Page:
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Explaining Escrow and Why Players Despise It



The NHL and NHLPA will continue sparring and negotiating over league finances in an attempt to salvage the 2020-21 NHL season. Or, perhaps it’s now just the 2021 NHL season. As part of the five-year CBA agreement and NHL Return to Play that the two sides signed in June, the players agreed to a 20% escrow, which declined to 6% in the CBA’s final years.

In 2019-20, the escrow was 10%.

However, as PHN has reported on the new discussions, which NHL Commissioner Gary Bettman said were not renegotiations, we’ve noticed many fans don’t know or understand the “escrow” which players hate. I mean, the players absolutely HATE the escrow, and it was the primary contention for the new CBA.

As part of the new “discussions,” which are not “renegotiations,” the owners seek to raise the escrow in the CBA’s final years. The players won a concession, and the escrow will eventually drop to 6% in the latter years. However, the league is reportedly seeking to raise the 20% escrow this season, include increased deferrals, and increase the later years’ escrow to well above 6%.

What is escrow?

Every year, the players place a predetermined amount of their salary into an escrow account based on league revenue projections.

Let’s use 2018-19 as a normal example, and then you can extrapolate it to the 2019-2020 tidal wave of revenue losses. 

Cue ominous music.

For a real-world example, Boston Bruins winger Chris Wagner’s contract for the last two seasons carried a $1.2 million salary cap hit.

*Note: Wagner signed a three-year extension with a $1.3 million salary cap hit last season.

The salary cap is based on expected hockey-related revenues (HRR) for that season. So, each June, the owners, and the NHLPA decide the salary cap based on projected HRR. The two sides generally project growth, not a loss, and the salary cap rises, without a guarantee that revenues will rise (Owners control the business).

Per the last CBA in 2012, the players and owners share revenues 50/50, but the player’s salaries are fixed while the revenues and the salary cap fluctuate annually.

So, escrow was created to balance the equation. Legally, escrow is an account held by a third party for legal distribution after a matter has been resolved.

Continuing our example, the league puts some of Wagner’s paycheck in an escrow account. The escrow holdback was somewhere around 10-12% in typical years, which would be about $120,000-$140,000  for Wagner.

The owners and players projected revenues and set the salary cap at $79.5 million for 2018-19. However, revenues fell well short of hoped gains, despite NHL Commissioner Gary Bettman’s proclamation, “We’re having healthy growth.”

So, to balance the players’ and owners’ 50/50 split of revenues, the escrow money is given to the side, which is short of their 50/50 take. If the owners were short by $1, that dollar would come from the escrow account and the remainder given back to the players.

It just so happens that every year, the owners get most or all of the escrow. The two sides aren’t very good at revenue projections, are they? After several seasons, the escrow holdback exceeded 12%.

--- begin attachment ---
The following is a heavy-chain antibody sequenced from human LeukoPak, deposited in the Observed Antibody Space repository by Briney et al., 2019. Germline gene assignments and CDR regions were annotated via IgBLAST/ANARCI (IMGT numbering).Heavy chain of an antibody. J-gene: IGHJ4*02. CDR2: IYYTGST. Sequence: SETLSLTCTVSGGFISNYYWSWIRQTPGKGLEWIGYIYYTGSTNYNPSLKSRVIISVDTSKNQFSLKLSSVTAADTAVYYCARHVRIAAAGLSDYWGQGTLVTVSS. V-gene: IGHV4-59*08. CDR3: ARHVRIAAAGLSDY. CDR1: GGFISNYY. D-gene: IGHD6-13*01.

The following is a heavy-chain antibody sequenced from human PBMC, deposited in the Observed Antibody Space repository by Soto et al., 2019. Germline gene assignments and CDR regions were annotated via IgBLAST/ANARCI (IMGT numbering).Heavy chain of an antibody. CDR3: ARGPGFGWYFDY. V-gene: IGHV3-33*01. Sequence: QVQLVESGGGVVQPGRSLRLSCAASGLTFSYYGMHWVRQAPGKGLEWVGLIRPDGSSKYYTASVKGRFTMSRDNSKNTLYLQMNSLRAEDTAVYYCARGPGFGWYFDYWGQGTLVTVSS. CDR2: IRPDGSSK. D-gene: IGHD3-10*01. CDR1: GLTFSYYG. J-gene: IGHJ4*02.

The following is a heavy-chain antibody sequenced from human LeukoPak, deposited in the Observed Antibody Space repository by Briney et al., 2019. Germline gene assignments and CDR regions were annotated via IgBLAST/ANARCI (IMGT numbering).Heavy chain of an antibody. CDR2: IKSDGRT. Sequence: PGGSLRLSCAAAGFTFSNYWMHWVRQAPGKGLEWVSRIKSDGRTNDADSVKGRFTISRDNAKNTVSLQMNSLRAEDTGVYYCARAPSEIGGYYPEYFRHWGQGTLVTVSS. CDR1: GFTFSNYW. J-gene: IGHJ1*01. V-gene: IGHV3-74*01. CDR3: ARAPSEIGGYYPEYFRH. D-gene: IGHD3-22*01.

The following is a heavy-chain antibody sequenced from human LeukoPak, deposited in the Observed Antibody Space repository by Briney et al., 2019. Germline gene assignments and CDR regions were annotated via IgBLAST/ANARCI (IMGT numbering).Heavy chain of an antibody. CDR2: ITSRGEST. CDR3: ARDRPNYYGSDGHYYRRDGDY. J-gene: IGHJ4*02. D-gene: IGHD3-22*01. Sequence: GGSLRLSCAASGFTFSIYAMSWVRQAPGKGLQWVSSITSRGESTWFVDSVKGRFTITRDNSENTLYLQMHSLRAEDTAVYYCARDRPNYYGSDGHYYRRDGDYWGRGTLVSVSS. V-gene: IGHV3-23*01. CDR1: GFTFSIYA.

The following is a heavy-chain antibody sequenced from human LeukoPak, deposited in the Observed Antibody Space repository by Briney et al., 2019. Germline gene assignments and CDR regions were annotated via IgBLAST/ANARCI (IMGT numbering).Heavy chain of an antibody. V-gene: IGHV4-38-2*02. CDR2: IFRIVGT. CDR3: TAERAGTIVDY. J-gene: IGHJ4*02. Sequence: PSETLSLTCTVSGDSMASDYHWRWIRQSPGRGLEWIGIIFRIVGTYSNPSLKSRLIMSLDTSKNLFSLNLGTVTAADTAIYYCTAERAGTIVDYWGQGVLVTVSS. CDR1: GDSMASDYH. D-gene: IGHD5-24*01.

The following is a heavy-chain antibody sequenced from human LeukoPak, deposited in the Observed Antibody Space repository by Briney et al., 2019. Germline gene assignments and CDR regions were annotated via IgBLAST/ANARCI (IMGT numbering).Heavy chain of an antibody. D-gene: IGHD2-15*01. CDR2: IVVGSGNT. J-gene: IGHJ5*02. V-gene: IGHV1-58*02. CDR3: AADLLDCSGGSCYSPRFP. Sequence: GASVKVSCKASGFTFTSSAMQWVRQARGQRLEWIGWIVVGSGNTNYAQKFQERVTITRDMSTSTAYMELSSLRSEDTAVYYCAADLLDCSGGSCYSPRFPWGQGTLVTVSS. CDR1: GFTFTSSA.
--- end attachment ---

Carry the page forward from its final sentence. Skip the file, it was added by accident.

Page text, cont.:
For 2018-19, Wagner received only $1.080.00 million, minus taxes and athlete expenses such as agent commissions.

Just imagine losing 10% of your salary because the company overestimated revenues. Again. As a side note, that is why the salary cap increase was nearly flat for 2019-20; the NHLPA wanted a small escrow and accepted a marginal cap increase to lower escrow.

Even before the pandemic, the anger of lost escrow money effectively killed the World Cup of Hockey for 2020, as players geared up for September CBA negotiations. Jonathan Toews told the CBC, “A. escrow and B. escrow,” when asked the biggest issues in the coming negotiations.

The escrow discussion, or at least how to better calculate the salary cap each June so that players aren’t waving goodbye to sizable piles of money that they thought was theirs, was the most pressing issue.

Before the sides agreed to the NHL Return to Play, former New Jersey Devils goalie Corey Schneider summed up the issue to the AP in June.

“I don’t know if we’re going to eliminate (the escrow). Obviously, we’ll figure that part out,” Schneider said. “But at least some way to mitigate it or control it better for us just to know what to expect.”

Fast forward to the current NHL return discussions.

Escrow and deferrals are again the most pressing issue in discussions (But it’s not a renegotiation?) The discussion was thought to be solved, but reopening it has the next NHL return in peril, even as insiders express confidence there will be a season.

It should be noted, the NHLPA has not disputed the 50/50 revenue split. Not before or after the pandemic.

The players agreed to a flat salary cap until the 2019-20 losses were paid back, a double-digit salary deferral, and the 20% escrow.

We used Wagner and his $1.2 million AAV, to give an idea of how a fourth-liner is affected because the majority of NHL players make much, much less than the superstars. And those escrow payments hurt.

That’s why players despise them. In normal years, the revenues rise and fall based on the owners’ business decisions; players are employees. This is why teams invent revenue sources like reverse retro jerseys. Yet, the players share the burden of the success or failure of those decisions.

It’s an egalitarian system, which the players are not disputing. Nor have the players disputed the need to give back more salary to balance the books for 2019-20, but the two sides already agreed to settle the score on a five-year timetable.

The players simply wanted more “salary certainty.” And that’s why they’re angry the Owners want to change their salaries again.

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